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American Miniature Horse
Height at the withers:
max 86.5 cm
small head in proportion with the body with a straight or concave profile, wide forehead and expressive eyes, long and elegant neck, slender but well-developed body, linear
Colour of coat:
all colours possible
attentive, eager to learn, oriented towards people
elegant, noble, flexible, effortless shoulder action and cadence
Europe, breeding in the USA
North America, Europe
Therapy, carriage, shows, guiding the blind
Did you know? The smallest American Miniature Horse only measures 44.5 cm! This mare called Thumbelina was born with a short stature and is known to be the smallest horse in the world. However, her proportions are not equivalent to those of a large horse.
Tiny horses with the same proportions as large horses: miniature horses. These miniature horses don’t share the typical stocky build seen in ponies – nor their headstrong character. On the contrary: Their elegant physique often makes them look like miniature Arabian or Andalusian horses. Depending on their breeding, they can also resemble Quarter Horses. American Miniature Horses are very popular not only because of their particular appearance and their size, but also because of their friendly nature and the fact that they are oriented towards people. They mainly distinguish themselves by their friendly nature, they are eager to learn and quickly form bonds with people. While ponies are known to be stubborn, miniature horses are willing to work and sensitive. This makes them ideal as starter horses for small children. The pleasant little horses can teach them a lot about communication with and caring for animals. These dwarfs are also used as therapy horses. They are extremely patient, and they have a feeling for their human companions’ moods. In the USA and the UK, there are even cases of miniature horses guiding blind people.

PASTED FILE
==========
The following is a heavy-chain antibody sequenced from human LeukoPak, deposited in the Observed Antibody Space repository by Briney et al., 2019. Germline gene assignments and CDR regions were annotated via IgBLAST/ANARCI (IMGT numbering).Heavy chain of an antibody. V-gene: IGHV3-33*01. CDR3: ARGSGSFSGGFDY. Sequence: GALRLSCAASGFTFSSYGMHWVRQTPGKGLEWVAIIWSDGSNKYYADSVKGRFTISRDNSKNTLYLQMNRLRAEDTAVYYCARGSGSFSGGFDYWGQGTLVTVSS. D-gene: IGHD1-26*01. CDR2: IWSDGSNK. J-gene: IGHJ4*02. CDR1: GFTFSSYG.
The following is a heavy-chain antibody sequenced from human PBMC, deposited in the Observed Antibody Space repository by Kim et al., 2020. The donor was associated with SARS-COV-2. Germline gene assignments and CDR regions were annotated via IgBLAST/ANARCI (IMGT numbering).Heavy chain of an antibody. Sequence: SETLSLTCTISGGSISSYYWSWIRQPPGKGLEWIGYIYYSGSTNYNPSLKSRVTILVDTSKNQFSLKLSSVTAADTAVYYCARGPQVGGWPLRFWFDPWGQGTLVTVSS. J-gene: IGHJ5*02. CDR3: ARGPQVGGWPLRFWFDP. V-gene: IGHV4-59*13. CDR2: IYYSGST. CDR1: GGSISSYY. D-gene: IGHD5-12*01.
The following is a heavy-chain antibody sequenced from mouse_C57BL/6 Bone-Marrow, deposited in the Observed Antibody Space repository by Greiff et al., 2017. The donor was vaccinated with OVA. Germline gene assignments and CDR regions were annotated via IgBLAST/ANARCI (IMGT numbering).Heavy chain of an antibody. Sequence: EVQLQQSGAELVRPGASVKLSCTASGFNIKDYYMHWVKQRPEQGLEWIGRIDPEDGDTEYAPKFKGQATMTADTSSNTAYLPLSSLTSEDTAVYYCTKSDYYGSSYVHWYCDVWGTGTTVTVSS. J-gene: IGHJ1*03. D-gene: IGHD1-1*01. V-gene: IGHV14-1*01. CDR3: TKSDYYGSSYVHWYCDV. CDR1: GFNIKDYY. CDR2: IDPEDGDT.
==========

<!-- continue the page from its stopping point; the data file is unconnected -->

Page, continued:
As the name implies, the American Miniature Horses come from the USA. However, their origin lies in Europe. In the 17th century, they were kept at royal courts for the children to play with. But with wars and the gradual disappearance of many monarchies in Europe, the horses have declined in numbers. The breed was threatened by extinction. But a few of the horses were brought to America in the 19th century to be used in coal mines. The Americans continued breeding them. They crossbred them with Shetland Ponies, Hackney Ponies and Falabellas, and refined the breed with English thoroughbreds. The AMHA (American Miniature Horse Association) was founded in 1978 and became one of the largest breeding associations in the world. Since 1987, it is no longer permitted to crossbreed with other breeds.
According to the AMHA, American Miniature Horses may not exceed 86.5 centimetres / 34 inches (height at the withers). This is measured by the last mane hair of the withers. However, the competing association AMHR also allows horses of 96.5 centimetres / 38 inches in its B division. Despite their tiny size, a lot of emphasis is placed on the fact that the miniature ponies have a well-proportioned figure. Their head and neck should be in a well-balanced proportion to their body. In addition to a short back, a slender body with a muscular chest is also desired. They should have a wide forehead and the head should be straight to concave with large eyes and nostrils. These requirements make the American Miniature Horses’ body too delicate to be ridden. Depending on their size, they can carry a maximum of 30 kilogrammes. Instead, they are highly suitable as carriage horses for special, light-weight carriages and sulkies. They are also popular show horses. And there are also American Miniature Horses jumping and trail tournaments – only without riders. At the “AMHA World Show” in Texas, the elegant horses compete in no less than 180 different disciplines.